God's Little Acre

From Wikipedia, the free encyclopedia
Jump to navigation Jump to search
God's Little Acre
GodsLittleAcre.JPG
First edition
AuthorErskine Caldwell
CountryUnited States
LanguageEnglish
PublisherViking Press
Publication date
1933
Media typePrint (hardback & paperback)
OCLC30624122
813/.52 20
LC ClassPS3505.A322 G6 1995

God's Little Acre is a 1933 novel by Erskine Caldwell about a dysfunctional farming family in Georgia obsessed with sex and wealth. The novel's sexual themes were so controversial that the New York Society for the Suppression of Vice asked a New York state court to censor it. Although controversial, the novel became an international best seller with over 10 million copies sold,[1] and was published as an Armed Services Edition during WWII. God's Little Acre is Caldwell's most popular novel, although his reputation is often tied to his 1932 novel Tobacco Road, which was listed in the Modern Library 100 Best Novels.[1] God's Little Acre was later adapted as a 1958 film starring Robert Ryan.

Plot summary[edit]

The novel, told from a third-person perspective, is set in the early 1930s. Ty Ty Walden is a widower who owns a small farm in Georgia, just across the border from South Carolina. His daughter, Rosamund, is married to Will Thompson, a worker in a cotton textile mill. Another daughter, whom everyone in the novel refers to as Darling Jill, is unmarried. His son, Buck Walden, is married to the beautiful Griselda. Buck and Griselda live on the farm with Ty Ty and Ty Ty's other (unmarried) son, Shaw. Pluto Swint, an obese and lazy local farmer, sexually desires and wants to marry Darling Jill, who constantly humiliates him.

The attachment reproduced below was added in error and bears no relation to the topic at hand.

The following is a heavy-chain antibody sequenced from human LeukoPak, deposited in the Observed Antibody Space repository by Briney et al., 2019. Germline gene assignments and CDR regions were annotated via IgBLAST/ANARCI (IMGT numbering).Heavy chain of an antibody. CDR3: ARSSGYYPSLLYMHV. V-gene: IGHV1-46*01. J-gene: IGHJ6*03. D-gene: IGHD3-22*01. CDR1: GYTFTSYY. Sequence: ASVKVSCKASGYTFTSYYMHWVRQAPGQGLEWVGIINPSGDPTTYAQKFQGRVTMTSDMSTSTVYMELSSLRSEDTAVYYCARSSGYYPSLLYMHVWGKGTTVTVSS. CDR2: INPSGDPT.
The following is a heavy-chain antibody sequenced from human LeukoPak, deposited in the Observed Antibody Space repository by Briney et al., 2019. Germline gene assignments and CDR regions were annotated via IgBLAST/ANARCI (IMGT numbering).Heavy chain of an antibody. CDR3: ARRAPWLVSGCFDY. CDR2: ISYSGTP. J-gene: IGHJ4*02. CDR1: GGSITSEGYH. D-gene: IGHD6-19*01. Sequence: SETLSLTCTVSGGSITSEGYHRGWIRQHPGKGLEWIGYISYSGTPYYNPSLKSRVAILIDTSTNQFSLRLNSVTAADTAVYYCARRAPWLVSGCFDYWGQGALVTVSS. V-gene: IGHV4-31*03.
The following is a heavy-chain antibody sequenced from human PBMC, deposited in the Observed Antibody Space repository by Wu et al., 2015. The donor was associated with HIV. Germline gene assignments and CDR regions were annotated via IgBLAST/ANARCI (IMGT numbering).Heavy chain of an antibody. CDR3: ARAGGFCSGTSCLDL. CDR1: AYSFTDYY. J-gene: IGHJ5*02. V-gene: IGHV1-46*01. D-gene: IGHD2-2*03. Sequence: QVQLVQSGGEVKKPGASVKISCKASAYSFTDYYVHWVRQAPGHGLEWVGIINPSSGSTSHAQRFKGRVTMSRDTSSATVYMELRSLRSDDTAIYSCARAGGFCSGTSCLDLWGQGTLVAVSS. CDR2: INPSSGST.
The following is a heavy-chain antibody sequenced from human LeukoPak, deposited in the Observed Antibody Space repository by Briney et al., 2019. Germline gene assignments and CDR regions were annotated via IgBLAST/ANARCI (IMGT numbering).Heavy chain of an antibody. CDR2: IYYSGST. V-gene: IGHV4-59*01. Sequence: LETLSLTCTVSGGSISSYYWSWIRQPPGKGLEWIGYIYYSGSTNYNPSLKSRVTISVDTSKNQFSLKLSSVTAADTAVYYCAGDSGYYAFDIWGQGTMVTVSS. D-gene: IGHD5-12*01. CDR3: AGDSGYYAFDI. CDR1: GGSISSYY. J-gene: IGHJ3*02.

Ty Ty is obsessed with finding gold on his land, and he, Buck, and Shaw spend most of their time digging holes on the farm. Ty Ty has promised to donate any profits generated by a 1-acre (4,000 m2) parcel of the farm to the church, but, terrified that gold will be found on "God's acre", he keeps moving the acre marker around. Only two African American hired hands, Uncle Felix and Black Sam, do any farming on the property, and the Waldens largely live off loans and what little income Felix and Sam generate. The local union of mill workers was locked out by management 18 months earlier after they protested against a wage cut. Extensive poverty now afflicts the towns of Scottsville and Clark's Mill, and the Horse Creek Valley (where the Waldens live). Will fantasizes about entering the mill and turning on the power again to bring employment back to the townspeople.

The novel opens with Pluto Swint arriving at the Walden farm to announce that he is running for county sheriff. Pluto mentions that an albino will be able to dowse for gold and tells Ty Ty that an albino was spotted in the southern part of the county. Ty Ty, Buck, and Shaw drive off to kidnap the albino.

Pluto and Darling Jill drive to the Thompson house in Scottsville, and spend the night there. The next morning, Will makes love to Darling Jill while Rosamund is out buying hairpins; when Rosamund returns she discovers the two naked in bed together and beats Darling Jill with a hair brush. She fires a gun twice at Will but misses, and he flees the house "naked as a jay-bird" though an open window. Rosamund and Darling Jill reconcile through tears, "as though suffering a common bereavement."